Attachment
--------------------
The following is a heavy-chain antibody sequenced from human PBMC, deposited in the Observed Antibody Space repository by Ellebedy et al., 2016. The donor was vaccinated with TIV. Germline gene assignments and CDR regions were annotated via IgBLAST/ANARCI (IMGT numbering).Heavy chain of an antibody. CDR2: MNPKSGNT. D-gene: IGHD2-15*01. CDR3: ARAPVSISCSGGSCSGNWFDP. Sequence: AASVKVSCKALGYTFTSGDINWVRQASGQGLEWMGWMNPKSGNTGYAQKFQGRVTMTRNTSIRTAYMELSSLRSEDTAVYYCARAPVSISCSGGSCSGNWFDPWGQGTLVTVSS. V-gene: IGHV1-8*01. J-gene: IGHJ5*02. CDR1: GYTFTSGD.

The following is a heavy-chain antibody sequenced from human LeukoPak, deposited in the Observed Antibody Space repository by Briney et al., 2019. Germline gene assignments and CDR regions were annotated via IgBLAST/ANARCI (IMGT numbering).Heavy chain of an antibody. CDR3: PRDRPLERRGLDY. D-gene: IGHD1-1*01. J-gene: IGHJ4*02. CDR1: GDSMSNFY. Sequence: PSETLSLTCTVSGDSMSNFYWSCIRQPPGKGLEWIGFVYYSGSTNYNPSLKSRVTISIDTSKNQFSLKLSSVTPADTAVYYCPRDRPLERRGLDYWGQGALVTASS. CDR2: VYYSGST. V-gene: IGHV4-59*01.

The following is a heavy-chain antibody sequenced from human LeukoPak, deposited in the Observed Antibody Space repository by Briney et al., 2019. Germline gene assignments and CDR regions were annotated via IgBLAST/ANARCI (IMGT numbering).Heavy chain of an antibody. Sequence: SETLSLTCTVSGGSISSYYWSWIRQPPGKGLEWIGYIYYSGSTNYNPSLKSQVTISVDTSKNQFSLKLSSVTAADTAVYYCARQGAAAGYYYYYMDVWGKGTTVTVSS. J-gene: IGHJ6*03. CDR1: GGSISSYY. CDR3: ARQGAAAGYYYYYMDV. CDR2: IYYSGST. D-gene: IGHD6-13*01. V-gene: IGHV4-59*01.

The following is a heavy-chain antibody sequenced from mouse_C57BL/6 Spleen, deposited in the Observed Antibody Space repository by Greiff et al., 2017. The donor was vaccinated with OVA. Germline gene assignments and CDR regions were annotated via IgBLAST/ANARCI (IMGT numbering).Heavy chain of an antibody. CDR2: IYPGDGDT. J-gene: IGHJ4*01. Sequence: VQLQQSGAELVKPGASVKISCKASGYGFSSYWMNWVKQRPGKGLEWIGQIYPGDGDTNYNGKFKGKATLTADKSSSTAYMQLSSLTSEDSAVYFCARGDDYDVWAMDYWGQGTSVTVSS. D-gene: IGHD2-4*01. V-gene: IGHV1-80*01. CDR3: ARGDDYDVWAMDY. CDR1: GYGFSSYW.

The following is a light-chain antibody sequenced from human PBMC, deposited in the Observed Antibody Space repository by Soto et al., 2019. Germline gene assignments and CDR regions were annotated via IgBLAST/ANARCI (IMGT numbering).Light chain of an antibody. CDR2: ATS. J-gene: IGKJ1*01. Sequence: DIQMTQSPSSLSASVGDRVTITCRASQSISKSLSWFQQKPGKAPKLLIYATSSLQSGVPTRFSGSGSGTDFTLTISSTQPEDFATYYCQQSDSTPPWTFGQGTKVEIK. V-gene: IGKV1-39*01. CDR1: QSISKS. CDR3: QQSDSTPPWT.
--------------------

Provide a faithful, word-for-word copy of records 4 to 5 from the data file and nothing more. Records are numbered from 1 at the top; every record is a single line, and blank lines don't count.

The following is a heavy-chain antibody sequenced from mouse_C57BL/6 Spleen, deposited in the Observed Antibody Space repository by Greiff et al., 2017. The donor was vaccinated with OVA. Germline gene assignments and CDR regions were annotated via IgBLAST/ANARCI (IMGT numbering).Heavy chain of an antibody. CDR2: IYPGDGDT. J-gene: IGHJ4*01. Sequence: VQLQQSGAELVKPGASVKISCKASGYGFSSYWMNWVKQRPGKGLEWIGQIYPGDGDTNYNGKFKGKATLTADKSSSTAYMQLSSLTSEDSAVYFCARGDDYDVWAMDYWGQGTSVTVSS. D-gene: IGHD2-4*01. V-gene: IGHV1-80*01. CDR3: ARGDDYDVWAMDY. CDR1: GYGFSSYW.

The following is a light-chain antibody sequenced from human PBMC, deposited in the Observed Antibody Space repository by Soto et al., 2019. Germline gene assignments and CDR regions were annotated via IgBLAST/ANARCI (IMGT numbering).Light chain of an antibody. CDR2: ATS. J-gene: IGKJ1*01. Sequence: DIQMTQSPSSLSASVGDRVTITCRASQSISKSLSWFQQKPGKAPKLLIYATSSLQSGVPTRFSGSGSGTDFTLTISSTQPEDFATYYCQQSDSTPPWTFGQGTKVEIK. V-gene: IGKV1-39*01. CDR1: QSISKS. CDR3: QQSDSTPPWT.